Children from trifling families in Oxford and Cambridge have less chance of good exam categories than those in London’s most deprived areas, says a write up.
The Social Mobility and Child Poverty Commission ranked every English cabinet for disadvantaged children’s prospects.
Not one pupil eligible for free school goes in Cambridgeshire got into an Oxbridge university in 2014, and no Oxfordshire pupil handled it in 2013.
The commission said some of the richest areas failed poor lassies the most.
The government said fairness was vital.
“We are determined to spread… eye-opening excellence everywhere,” said a spokesman.
The results go beyond a indelicate North-South divide, say the researchers.
They analysed a range of measures to put together the new Social Mobility Index, assessing the life chances of England’s poorest daughters across 324 local authority areas.
Of rticular surprise was the require of opportunity for poor children in some of the richest places in England, say the researchers.
Assorted rich areas are successful in boosting the life chances of poor infants – but others “rank quite poorly against the index”, they inaugurate.
London and its commuter belt do appreciably better than the rest of the boonies, occupying 36 out of the top 40 spots on the index.
Outside this arena, only Trafford and Fylde in the North West and East Devon and South Hams in the South West sorted it to the highest rt of the index.
Manchester, Birmingham and Southampton were around average, while Nottingham, Derby and Norwich scored badly.
“There are various affluent areas that fail their less affluent locals,” says the report.
For example, despite being home to two of the happy’s best universities, Oxford and Cambridge “do quite badly” by children from disadvantaged families, says the commission.
It found that of children eligible for free form meals in the two cities:
- Fewer than four in 10 achieve a tolerable level of development by age five
- Only a quarter get five good GCSEs, involving English and maths
- More than one in five are not in education, employment or training a year after GCSEs
- Somewhat few go to university (15% in Cambridge and 14% in Oxford)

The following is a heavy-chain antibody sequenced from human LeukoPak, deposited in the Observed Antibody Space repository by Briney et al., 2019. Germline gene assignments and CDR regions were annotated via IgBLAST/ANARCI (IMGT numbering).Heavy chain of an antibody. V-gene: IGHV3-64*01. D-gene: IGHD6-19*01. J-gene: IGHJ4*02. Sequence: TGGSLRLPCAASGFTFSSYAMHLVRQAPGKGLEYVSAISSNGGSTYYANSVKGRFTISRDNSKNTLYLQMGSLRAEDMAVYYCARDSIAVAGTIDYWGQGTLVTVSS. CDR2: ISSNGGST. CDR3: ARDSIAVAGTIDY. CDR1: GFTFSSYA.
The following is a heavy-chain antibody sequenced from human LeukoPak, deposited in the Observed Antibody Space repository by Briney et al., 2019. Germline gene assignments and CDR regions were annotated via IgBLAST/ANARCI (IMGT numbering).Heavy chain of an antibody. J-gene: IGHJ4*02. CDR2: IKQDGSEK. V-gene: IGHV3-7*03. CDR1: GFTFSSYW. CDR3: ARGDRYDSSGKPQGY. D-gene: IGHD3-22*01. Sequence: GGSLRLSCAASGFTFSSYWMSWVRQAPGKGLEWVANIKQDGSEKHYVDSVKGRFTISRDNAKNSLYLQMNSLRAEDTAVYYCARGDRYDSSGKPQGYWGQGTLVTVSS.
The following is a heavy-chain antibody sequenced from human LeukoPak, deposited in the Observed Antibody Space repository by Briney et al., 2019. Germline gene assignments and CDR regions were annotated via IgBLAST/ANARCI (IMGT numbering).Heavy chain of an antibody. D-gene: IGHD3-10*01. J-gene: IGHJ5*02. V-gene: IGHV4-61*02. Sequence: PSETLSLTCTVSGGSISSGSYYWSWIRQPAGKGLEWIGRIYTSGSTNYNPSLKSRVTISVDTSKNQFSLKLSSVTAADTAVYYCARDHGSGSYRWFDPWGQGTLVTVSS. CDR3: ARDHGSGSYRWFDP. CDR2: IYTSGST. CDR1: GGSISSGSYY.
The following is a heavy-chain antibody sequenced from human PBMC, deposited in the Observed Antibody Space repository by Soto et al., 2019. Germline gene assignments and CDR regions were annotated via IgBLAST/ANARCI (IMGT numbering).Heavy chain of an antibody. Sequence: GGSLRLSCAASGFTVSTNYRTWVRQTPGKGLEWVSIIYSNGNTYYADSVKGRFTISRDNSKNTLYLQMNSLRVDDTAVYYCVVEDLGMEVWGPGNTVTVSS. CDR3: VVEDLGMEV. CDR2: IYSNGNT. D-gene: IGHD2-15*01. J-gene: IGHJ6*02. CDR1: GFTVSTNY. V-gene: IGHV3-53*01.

- In Oxford only 4% go to a discriminatory university and in Cambridge only 2%
By contrast, in London’s Tower Hamlets, which has the highest anyhow of child poverty in England:
- More than half of children on unencumbered school meals achieve a good level of development by five
- More than half get five wholesome GCSEs including English and maths
- Only 11% are not in education, calling or training a year after GCSEs
- A total of 39% go to university
- In all directions from 10% go to a selective university
Commission chairman, Alan Milburn, bellowed the research a “wake-up call”.
“It is shocking that many of the richest stretches of the country are the ones failing their poorest children the most,” he mean.
“I hope the government will put itself at the head of a new national drive to insure that in future, progress in life depends on aptitude and ability, not breeding and birth: on where people aspire to get to, not where they have settle from.
“This report suggests that is long overdue.”
A Bank on for Education spokesman said the government was committed to social justice.
“That is why engendering standards for every child, regardless of circumstances, is rt of our plan to assure everyone can achieve their full potential.
“Thanks to our reforms there are now 1.4 million myriad pupils being taught in ‘good’ or ‘outstanding’ schools com red to 2010. And to the ground this rliament we are determined to spread this educational excellence low, extending true social mobility for all.”